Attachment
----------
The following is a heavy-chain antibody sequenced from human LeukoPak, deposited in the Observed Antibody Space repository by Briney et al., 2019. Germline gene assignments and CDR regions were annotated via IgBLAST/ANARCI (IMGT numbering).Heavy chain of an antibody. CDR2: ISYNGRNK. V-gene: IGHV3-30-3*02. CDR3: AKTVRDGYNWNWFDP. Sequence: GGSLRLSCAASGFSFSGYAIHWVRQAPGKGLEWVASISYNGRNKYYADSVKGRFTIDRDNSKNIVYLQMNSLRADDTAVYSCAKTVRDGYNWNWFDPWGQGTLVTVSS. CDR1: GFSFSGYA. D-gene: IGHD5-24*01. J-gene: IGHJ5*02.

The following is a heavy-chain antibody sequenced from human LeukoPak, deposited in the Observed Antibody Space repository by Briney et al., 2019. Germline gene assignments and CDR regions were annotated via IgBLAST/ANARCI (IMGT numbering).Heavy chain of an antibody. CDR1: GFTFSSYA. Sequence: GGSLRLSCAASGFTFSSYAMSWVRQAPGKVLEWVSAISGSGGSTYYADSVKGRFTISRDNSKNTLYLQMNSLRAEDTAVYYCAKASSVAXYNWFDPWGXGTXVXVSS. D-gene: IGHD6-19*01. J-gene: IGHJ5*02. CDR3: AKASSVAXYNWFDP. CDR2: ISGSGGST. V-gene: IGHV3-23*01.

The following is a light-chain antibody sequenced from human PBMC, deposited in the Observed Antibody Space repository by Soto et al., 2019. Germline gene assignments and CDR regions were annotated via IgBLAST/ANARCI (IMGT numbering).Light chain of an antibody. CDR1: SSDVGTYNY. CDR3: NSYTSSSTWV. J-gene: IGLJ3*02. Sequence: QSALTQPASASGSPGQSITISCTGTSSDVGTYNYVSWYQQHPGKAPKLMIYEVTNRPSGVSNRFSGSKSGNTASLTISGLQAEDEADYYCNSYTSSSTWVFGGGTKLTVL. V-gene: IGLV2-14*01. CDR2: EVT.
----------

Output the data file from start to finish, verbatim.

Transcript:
The following is a heavy-chain antibody sequenced from human LeukoPak, deposited in the Observed Antibody Space repository by Briney et al., 2019. Germline gene assignments and CDR regions were annotated via IgBLAST/ANARCI (IMGT numbering).Heavy chain of an antibody. CDR2: ISYNGRNK. V-gene: IGHV3-30-3*02. CDR3: AKTVRDGYNWNWFDP. Sequence: GGSLRLSCAASGFSFSGYAIHWVRQAPGKGLEWVASISYNGRNKYYADSVKGRFTIDRDNSKNIVYLQMNSLRADDTAVYSCAKTVRDGYNWNWFDPWGQGTLVTVSS. CDR1: GFSFSGYA. D-gene: IGHD5-24*01. J-gene: IGHJ5*02.

The following is a heavy-chain antibody sequenced from human LeukoPak, deposited in the Observed Antibody Space repository by Briney et al., 2019. Germline gene assignments and CDR regions were annotated via IgBLAST/ANARCI (IMGT numbering).Heavy chain of an antibody. CDR1: GFTFSSYA. Sequence: GGSLRLSCAASGFTFSSYAMSWVRQAPGKVLEWVSAISGSGGSTYYADSVKGRFTISRDNSKNTLYLQMNSLRAEDTAVYYCAKASSVAXYNWFDPWGXGTXVXVSS. D-gene: IGHD6-19*01. J-gene: IGHJ5*02. CDR3: AKASSVAXYNWFDP. CDR2: ISGSGGST. V-gene: IGHV3-23*01.

The following is a light-chain antibody sequenced from human PBMC, deposited in the Observed Antibody Space repository by Soto et al., 2019. Germline gene assignments and CDR regions were annotated via IgBLAST/ANARCI (IMGT numbering).Light chain of an antibody. CDR1: SSDVGTYNY. CDR3: NSYTSSSTWV. J-gene: IGLJ3*02. Sequence: QSALTQPASASGSPGQSITISCTGTSSDVGTYNYVSWYQQHPGKAPKLMIYEVTNRPSGVSNRFSGSKSGNTASLTISGLQAEDEADYYCNSYTSSSTWVFGGGTKLTVL. V-gene: IGLV2-14*01. CDR2: EVT.